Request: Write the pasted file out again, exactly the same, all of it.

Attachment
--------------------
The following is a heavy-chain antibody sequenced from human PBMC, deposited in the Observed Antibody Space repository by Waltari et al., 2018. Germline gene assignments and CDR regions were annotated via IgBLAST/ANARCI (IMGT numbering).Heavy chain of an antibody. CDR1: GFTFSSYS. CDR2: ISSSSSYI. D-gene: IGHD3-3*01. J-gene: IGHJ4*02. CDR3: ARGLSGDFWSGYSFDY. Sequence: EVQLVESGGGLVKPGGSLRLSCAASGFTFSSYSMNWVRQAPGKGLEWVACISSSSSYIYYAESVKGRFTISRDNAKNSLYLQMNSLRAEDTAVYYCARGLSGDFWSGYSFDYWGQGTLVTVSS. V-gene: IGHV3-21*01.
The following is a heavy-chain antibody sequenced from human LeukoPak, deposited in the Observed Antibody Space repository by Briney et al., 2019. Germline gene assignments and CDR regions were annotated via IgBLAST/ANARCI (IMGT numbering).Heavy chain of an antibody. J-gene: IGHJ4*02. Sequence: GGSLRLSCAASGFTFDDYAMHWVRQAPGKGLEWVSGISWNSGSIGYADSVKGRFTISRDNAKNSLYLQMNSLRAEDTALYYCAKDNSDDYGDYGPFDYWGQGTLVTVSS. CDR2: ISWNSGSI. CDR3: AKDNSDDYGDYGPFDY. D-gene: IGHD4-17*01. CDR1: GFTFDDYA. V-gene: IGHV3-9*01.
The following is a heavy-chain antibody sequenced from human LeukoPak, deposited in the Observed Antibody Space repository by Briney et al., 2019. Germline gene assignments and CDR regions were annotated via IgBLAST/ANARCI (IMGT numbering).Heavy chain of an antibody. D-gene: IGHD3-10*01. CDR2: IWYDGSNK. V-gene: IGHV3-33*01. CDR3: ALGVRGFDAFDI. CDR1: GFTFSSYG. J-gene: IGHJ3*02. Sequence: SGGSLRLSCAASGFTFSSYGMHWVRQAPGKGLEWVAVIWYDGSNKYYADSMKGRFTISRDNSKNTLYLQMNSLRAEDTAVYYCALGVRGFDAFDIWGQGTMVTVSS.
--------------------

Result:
The following is a heavy-chain antibody sequenced from human PBMC, deposited in the Observed Antibody Space repository by Waltari et al., 2018. Germline gene assignments and CDR regions were annotated via IgBLAST/ANARCI (IMGT numbering).Heavy chain of an antibody. CDR1: GFTFSSYS. CDR2: ISSSSSYI. D-gene: IGHD3-3*01. J-gene: IGHJ4*02. CDR3: ARGLSGDFWSGYSFDY. Sequence: EVQLVESGGGLVKPGGSLRLSCAASGFTFSSYSMNWVRQAPGKGLEWVACISSSSSYIYYAESVKGRFTISRDNAKNSLYLQMNSLRAEDTAVYYCARGLSGDFWSGYSFDYWGQGTLVTVSS. V-gene: IGHV3-21*01.
The following is a heavy-chain antibody sequenced from human LeukoPak, deposited in the Observed Antibody Space repository by Briney et al., 2019. Germline gene assignments and CDR regions were annotated via IgBLAST/ANARCI (IMGT numbering).Heavy chain of an antibody. J-gene: IGHJ4*02. Sequence: GGSLRLSCAASGFTFDDYAMHWVRQAPGKGLEWVSGISWNSGSIGYADSVKGRFTISRDNAKNSLYLQMNSLRAEDTALYYCAKDNSDDYGDYGPFDYWGQGTLVTVSS. CDR2: ISWNSGSI. CDR3: AKDNSDDYGDYGPFDY. D-gene: IGHD4-17*01. CDR1: GFTFDDYA. V-gene: IGHV3-9*01.
The following is a heavy-chain antibody sequenced from human LeukoPak, deposited in the Observed Antibody Space repository by Briney et al., 2019. Germline gene assignments and CDR regions were annotated via IgBLAST/ANARCI (IMGT numbering).Heavy chain of an antibody. D-gene: IGHD3-10*01. CDR2: IWYDGSNK. V-gene: IGHV3-33*01. CDR3: ALGVRGFDAFDI. CDR1: GFTFSSYG. J-gene: IGHJ3*02. Sequence: SGGSLRLSCAASGFTFSSYGMHWVRQAPGKGLEWVAVIWYDGSNKYYADSMKGRFTISRDNSKNTLYLQMNSLRAEDTAVYYCALGVRGFDAFDIWGQGTMVTVSS.